To those who much is given, much is expected
In international trade, you sometimes come across the concept of “most favoured nation” status. This is where one state agrees to give another state access to its market on the best terms it has available. Low tariffs and high quotas all mean that the most favoured nation will do well out of the international trade. Today in Exodus 19, we begin to read about the Hebrew people as the Israelites or the Children of Israel and their “most favoured nation” status with God.
Then Moses went up to God, and the Lord called to him from the mountain and said, “This is what you are to say to the descendants of Jacob and what you are to tell the people of Israel: ‘You yourselves have seen what I did to Egypt, and how I carried you on eagles’ wings and brought you to myself. Now if you obey me fully and keep my covenant, then out of all nations you will be my treasured possession. Although the whole earth is mine, you will be for me a kingdom of priests and a holy nation.’ These are the words you are to speak to the Israelites.” Exodus 19:3-6
God has saved them. If the Children of Israel keep the covenant, then out of all nations, they will be God’s. From this point on, we begin to see that the promise made to Abraham, Isaac and Jacob is now close to being a reality. The people of Israel are travelling to the Promised Land, the Land of Canaan – a land flowing with milk and honey. Sounds idyllic. Sounds like a great place for God’s holy people. So how did something clearly intended to so good, end up being so bad today? How did the “Holy Land” become a place of such injustice?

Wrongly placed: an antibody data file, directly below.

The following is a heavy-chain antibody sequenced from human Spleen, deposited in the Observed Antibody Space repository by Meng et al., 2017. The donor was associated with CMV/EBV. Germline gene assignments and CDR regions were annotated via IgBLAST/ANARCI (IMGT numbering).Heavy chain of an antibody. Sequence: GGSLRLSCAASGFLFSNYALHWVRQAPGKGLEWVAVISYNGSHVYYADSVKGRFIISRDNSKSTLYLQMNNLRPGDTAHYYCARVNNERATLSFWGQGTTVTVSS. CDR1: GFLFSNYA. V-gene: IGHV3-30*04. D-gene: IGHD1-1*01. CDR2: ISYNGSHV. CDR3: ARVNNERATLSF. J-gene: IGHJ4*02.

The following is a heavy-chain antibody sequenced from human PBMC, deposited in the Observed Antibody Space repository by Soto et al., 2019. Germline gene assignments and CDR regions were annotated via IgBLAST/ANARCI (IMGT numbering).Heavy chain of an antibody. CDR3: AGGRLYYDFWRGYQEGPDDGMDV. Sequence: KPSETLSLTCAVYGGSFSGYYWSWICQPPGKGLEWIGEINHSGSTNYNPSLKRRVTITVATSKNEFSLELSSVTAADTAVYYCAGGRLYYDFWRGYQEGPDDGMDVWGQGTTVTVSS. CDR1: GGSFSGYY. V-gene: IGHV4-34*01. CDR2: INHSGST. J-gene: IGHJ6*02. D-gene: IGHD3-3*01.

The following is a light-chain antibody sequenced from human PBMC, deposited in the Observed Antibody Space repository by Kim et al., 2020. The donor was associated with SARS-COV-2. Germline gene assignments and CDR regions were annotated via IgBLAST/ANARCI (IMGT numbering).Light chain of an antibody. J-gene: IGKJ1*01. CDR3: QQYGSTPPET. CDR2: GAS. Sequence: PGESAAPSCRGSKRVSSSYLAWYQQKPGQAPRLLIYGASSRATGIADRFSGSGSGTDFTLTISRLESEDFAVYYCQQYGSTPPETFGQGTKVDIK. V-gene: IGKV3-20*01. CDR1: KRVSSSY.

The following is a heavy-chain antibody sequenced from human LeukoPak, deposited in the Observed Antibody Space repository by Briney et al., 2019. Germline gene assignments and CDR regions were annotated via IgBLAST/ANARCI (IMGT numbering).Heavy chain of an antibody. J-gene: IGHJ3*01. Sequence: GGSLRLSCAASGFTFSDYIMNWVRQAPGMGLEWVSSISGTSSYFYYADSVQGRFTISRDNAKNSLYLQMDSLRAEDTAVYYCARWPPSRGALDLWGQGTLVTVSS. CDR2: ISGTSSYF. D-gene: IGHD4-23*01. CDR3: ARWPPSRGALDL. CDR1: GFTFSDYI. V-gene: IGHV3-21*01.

Now in a short blog, we don’t have time or space to cover 5,000 years of history and how three major religions – Islam, Judaism and Christianity – all came to see Jerusalem as a holy city. However, as our eyes begin to focus on Jerusalem and Bethlehem as we begin to look forward to Advent and Christmas, it is impossible to believe that this is how God wanted it to be.
Did God, when He uttered those the words above, really expect the ramifications to still be felt today by Palestinian children huddled in air raid shelters in Gaza or Israeli children travelling on buses with armed guards for fear of suicide bombs?
First, we should all start from a position of humility and repentance for what has been done in the name of religions. The God of Abraham, Isaac and Jacob led to three religions being created – and history has allowed each to have the upper hand down the ages. The scale of suffering on each side cannot be compared. Any suffering is wrong and we should repent of that which was done in the name of our religion’s world view and understanding of God. When Moses stood on holy ground, he took off his shoes and humbly lay before God – so should we.
Second, there can be no winner. Peace is only possible through compromise. There is an unholy alliance of Evangelical Christians and Jews who are willing to bury so many hatchets as long as they can agree on their Zionist world view. It suits some Christians to see Jews returning to Zion because it was prophesied that it would happen before the second coming. So because of that, we should allow it to happen at any cost? Surely not. The future must be for multiple states living in a peaceful compromise. Walls must be brought down – where is a latter day Joshua to sound God’s trumpet of justice and bring the unjust walls crashing down?
Finally, we should each act in the sphere in which we have influence:
- be educated and understand what is going on on Israel and Palestine
- the Bible is a journey that is not to be constrained by a proof text taken out of context. Use the test of “love” – if there is no love, how can we say God is in it?
- Boycott products made by settlers on Palestinian land. The UN and most of the world think profit from land grabs is wrong. So should we.
- be positive and support those who are building a “Holier Holy Land”. Buy Zaytoun olive oil or Palestinian handicrafts so that people can live better lives through trade.
Each week in our Anglican services, we quote from Micah 6:8 and ask God to help us “to do justice, love mercy and walk
humbly with you, our God”. When we walk with justice, mercy and humility in mind, we walk as true peacemakers. How can we be peacemakers today?